Your baby is born with all their primary teeth already in their jaw. In rare cases, a child will be born with one or more visible teeth, but for the majority of parents, they won’t see their children’s teeth begin to come in until around the age of six months.
Every baby is different and some children won’t have their first teeth begin to erupt until the age of one year or later. Any parent or caregiver who’s been around a fussy teething baby wants to know—how long is this going to last? Here’s what you need to know when it comes to the duration of your child’s teething pain!
Expect Teething to Last a Few Days
You can expect teething pain to last a few days for each tooth or set of teeth . Your baby’s discomfort comes from a tooth slowly working its way through their gumline. Although your baby may be uncomfortable, don’t worry if you don’t see a tooth—it’ll come in within a few days’ time!
To check for incoming teeth, you can inspect your child’s gums, which may appear more red or swollen at the area where the tooth will soon appear. You may also notice a small blister at the area as well, which should go away once the tooth erupts.
Signs and Symptoms of Teething You May Notice
It’s normal for children to be in some discomfort during their teething process. Normal signs and symptoms to expect include irritability, drooling, restlessness or trouble sleeping, and decreased appetite . Fortunately, these symptoms should only last until the tooth has pushed through the gumline!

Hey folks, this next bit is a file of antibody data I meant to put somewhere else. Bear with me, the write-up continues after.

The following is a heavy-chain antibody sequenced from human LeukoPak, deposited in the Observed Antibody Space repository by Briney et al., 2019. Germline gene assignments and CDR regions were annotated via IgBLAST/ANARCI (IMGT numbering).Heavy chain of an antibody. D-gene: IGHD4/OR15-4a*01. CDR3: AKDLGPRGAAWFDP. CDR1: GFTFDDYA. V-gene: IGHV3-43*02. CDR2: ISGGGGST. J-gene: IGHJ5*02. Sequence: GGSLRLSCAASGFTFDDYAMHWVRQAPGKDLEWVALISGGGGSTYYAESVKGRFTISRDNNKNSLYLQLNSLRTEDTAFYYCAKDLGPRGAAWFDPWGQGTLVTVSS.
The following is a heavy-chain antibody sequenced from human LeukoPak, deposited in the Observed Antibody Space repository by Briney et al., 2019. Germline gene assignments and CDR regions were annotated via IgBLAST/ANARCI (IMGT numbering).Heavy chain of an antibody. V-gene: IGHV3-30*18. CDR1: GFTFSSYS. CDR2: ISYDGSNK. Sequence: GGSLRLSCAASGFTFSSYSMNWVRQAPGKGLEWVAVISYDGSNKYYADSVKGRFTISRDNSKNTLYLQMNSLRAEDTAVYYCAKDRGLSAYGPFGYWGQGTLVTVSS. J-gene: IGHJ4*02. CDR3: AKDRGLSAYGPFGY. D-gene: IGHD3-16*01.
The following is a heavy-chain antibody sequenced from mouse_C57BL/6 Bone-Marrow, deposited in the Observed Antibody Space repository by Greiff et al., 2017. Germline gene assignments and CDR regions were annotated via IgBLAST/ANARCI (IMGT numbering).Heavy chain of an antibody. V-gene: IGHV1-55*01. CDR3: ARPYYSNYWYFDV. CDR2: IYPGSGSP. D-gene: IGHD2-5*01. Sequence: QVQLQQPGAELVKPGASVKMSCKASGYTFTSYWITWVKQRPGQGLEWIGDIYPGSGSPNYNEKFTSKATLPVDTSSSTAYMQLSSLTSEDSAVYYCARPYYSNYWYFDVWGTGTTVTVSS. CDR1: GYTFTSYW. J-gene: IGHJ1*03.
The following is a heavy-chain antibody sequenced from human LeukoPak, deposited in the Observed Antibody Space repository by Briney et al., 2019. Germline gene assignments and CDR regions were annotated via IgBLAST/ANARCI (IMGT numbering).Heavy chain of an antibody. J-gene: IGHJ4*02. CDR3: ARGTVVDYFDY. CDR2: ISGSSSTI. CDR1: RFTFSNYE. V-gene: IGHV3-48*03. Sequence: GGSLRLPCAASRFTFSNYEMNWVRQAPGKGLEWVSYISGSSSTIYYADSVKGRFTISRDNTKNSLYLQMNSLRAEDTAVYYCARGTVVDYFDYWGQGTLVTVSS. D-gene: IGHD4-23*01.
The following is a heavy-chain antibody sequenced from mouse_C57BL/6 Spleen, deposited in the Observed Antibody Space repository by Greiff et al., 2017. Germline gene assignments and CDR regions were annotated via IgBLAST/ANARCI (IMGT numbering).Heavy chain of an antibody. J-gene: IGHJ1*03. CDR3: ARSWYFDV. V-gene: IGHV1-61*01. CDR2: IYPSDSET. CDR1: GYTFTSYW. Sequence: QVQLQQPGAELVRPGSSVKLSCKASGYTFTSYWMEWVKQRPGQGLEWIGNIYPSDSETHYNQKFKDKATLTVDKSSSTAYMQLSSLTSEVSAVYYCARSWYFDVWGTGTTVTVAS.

A fever, rash, or diarrhea are not normal symptoms of teething and you should follow up with your pediatrician if your child has any of these conditions, whether alone or in conjunction with their teething pain.
What Can You Do to Help Your Child?
It might feel like a long few days, but once your baby’s teeth come through the gumline, they’ll begin to feel better. In the meantime, you can try giving your baby a gum massage, cold or cool foods to eat, and firm objects to chew on that are approved for children.
Your pediatrician may recommended medication or teething gel as necessary . Around the time that your child’s first tooth comes in, you can take him or her to the dentist for a checkup. Remember, as soon as your child has teeth, they’re susceptible to tooth decay!
It can be difficult to see your toddler in pain, but rest assured that their teething pain will pass. In the meantime, try some of the above suggestions, and should you have any questions about your child’s teething pain, follow up with your kid-friendly dentist!